RUSSIA, BELARUS, ET AL TO FORM EU OF THE EAST? Delegates to the Parliamentary Assembly of the Union of Belarus and Russia have approved a draft document outlining the organization's border policy, which envisions a visa valid for the entire territory of the union. According to ITAR-TASS on 3 November, Russia will provide more than 20 million rubles ($1.3 million) and Belarus 9 million rubles to the Union's 1999 budget. Russian State Duma Speaker Gennadii Seleznev, who is attending the assembly in Yaroslavl, told reporters that he favors a national referendum in Russia on the question of a union of Russia, Belarus, and Ukraine. Seleznev said he does not rule out the idea of Yugoslavia joining the union at some point in the future and added that he thinks Bulgaria will also likely want to join. Europe long ago started to integrate, he said, and "we should also think about integration." JAC

IMF URGES KYIV TO REVISE 'OPTIMISTIC' 1999 DRAFT BUDGET... John Odling-Smee, the IMF's top negotiator in talks with Ukraine, said in Kyiv on 3 November that Ukraine's 1999 draft budget is "overly optimistic" and urged the Ukrainian parliament to revise it, AP reported. The draft budget forecast a deficit of 0.6 percent of GDP, revenues of 22.5 billion hryvni ($6.6 billion), expenditures of 23.18 billion hryvni, and a 1 percent growth in GDP. Odling-Smee said that both revenues and expenditures should be downgraded. He added that further IMF credits to Ukraine imply a decrease of budget expenditures, the abolishment of state non-budget funds, and the "optimization of taxation," dpa reported on 3 November. JM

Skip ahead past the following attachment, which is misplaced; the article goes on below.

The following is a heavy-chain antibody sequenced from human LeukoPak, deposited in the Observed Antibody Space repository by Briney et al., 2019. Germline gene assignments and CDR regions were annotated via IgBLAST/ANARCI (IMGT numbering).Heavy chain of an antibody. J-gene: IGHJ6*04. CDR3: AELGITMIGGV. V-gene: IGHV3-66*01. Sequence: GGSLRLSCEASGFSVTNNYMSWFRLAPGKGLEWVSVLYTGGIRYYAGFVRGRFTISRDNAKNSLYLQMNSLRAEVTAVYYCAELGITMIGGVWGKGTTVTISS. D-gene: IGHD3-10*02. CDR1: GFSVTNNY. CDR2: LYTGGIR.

...WHILE KUCHMA AIDE SAYS GOVERNMENT DOING 'AS MUCH AS POSSIBLE.' President Leonid Kuchma's aide Valeriy Litvytskyy said the government is seeking to attract credits by putting the 1999 budget deficit at 680 million hryvni and by "lowering state consumption as much as possible," Interfax reported on 3 November. Litvytskyy added that Ukraine want to discuss with the IMF a possible money emission. He said that a possible emission could be via commercial banks and that its inflationary consequences would be "minimal." Litvytskyy also stressed that the current limitations on the purchase of hard currency in Ukraine--which is in violation of Ukraine's commitments to the IMF--"will not last longer than a month." JM

UKRAINE'S INFLATION GROWS IN OCTOBER. Litvytskyy told Interfax on 3 November that inflation last month amounted to 6.3 percent, compared with 3.8 percent in September. He added that the government expects inflation to slow down in November owing to the currency stabilization program adopted in October. Inflation in the first 10 months of 1998 totaled 12.8 percent, esceeding the government target of 12 percent for the whole year. "This is not the worst price we could have paid for the financial crisis in the region," Litvytskyy commented. JM